The RGBD data from the Kinect sensor is used to generate an articulated skeleton model. This skeleton is used along with the raw image and depths for estimating the human activity.

In this work, we perform activity detection and recognition using an inexpensive RGBD sensor (Microsoft Kinect). Human activities, despite their unstructured nature, tend to have a natural hierarchical structure; for instance, drinking water involves a three-step process of bringing a glass to one’s mouth, tilting the glass and head to drink, and putting the glass down again. We can capture this hierarchical nature using a hierarchical probabilistic graphical model—specifically, a two-layered maximum entropy Markov model (MEMM). Even with this structured model in place, different people perform tasks at different rates, and any single graphical model will likely fail to capture this variation. To overcome this problem, we present a method of on-the-fly graph structure selection that can automatically adapt to variations in task speeds and style. Finally, we need features that can capture meaningful characteristics of the person. We accomplish this by using the PrimeSense skeleton tracking system [27] in combination with specially placed Histogram of Oriented Gradient [4]computer vision features. This approach enables us to achieve reliable performance in detection and recognition of common activities performed in typical cluttered human environments.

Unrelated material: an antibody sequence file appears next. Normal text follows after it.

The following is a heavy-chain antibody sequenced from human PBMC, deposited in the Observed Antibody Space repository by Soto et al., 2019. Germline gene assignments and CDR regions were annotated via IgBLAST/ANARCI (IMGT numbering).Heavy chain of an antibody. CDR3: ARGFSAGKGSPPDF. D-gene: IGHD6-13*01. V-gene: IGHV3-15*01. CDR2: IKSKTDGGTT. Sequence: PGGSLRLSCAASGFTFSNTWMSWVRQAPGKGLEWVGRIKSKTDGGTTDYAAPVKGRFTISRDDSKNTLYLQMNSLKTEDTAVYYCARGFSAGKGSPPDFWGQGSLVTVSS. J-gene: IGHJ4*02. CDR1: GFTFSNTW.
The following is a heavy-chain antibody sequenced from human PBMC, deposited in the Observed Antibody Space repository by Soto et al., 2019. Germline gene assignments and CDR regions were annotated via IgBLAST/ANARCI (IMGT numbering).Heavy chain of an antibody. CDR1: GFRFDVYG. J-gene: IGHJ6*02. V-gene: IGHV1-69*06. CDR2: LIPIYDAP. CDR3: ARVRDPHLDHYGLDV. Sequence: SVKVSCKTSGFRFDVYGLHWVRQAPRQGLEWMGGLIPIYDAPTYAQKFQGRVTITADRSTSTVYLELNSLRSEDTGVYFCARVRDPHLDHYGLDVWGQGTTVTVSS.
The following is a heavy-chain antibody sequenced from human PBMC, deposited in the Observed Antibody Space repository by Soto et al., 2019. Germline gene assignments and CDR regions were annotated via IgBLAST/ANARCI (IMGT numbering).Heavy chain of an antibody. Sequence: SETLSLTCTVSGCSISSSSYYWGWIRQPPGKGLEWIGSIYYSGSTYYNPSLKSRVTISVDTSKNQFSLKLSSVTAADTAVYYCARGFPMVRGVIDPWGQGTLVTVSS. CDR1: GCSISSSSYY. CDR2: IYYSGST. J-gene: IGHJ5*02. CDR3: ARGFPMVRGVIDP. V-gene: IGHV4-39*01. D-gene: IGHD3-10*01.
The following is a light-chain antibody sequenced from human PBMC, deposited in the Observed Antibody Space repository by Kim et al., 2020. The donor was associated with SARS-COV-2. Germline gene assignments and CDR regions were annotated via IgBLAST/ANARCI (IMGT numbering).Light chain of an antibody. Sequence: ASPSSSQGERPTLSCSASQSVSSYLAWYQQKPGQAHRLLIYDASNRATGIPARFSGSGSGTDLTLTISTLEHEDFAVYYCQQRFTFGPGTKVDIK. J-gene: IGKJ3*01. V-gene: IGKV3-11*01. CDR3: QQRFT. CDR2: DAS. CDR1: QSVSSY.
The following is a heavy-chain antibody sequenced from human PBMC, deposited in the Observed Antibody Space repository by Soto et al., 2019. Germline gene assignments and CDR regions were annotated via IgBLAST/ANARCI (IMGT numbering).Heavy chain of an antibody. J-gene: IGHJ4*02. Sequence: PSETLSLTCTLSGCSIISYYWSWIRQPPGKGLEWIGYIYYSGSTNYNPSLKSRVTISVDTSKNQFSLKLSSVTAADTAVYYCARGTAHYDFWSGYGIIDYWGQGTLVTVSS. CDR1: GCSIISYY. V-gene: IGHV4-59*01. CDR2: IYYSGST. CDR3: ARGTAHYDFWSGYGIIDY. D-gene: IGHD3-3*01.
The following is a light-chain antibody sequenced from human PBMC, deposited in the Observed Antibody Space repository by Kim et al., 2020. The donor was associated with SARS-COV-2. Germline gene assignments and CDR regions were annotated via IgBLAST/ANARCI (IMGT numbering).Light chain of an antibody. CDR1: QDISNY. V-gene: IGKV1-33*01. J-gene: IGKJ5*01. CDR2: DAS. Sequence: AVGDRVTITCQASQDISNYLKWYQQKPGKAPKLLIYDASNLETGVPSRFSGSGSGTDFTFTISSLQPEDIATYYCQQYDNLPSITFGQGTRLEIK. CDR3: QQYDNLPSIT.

We evaluated our method on twelve different activities (see Figure 3) performed by four different people in five different environments: kitchen, office, bathroom, living room and bedroom. Our results show a precision/recall of 84.7%/83.2% in detecting the correct activity when the person was seen before in the training set and 67.9%/55.5% when the person was not seen before. We have also made the dataset and code available open-source at: http://pr.cs.cornell.edu/humanactivities

Ii Related Work

There is a large body of previous work on human activity recognition. One common approach is to use space-time features to model points of interest in video [15, 6]. Several authors have supplemented these techniques by adding more information to these features [11, 40, 41, 19, 25, 30]

. However, this approach is only capable of classifying, rather than detecting, activities. Other approaches include filtering techniques

[29] and sampling of video patches [1]. Hierarchical techniques for activity recognition have been used as well, but these typically focus on neurologically-inspired visual cortex-type models [9, 32, 23, 28]. Often, these authors adhere faithfully to the models of the visual cortex, using motion-direction sensitive “cells” such as Gabor filters in the first layer [11, 26].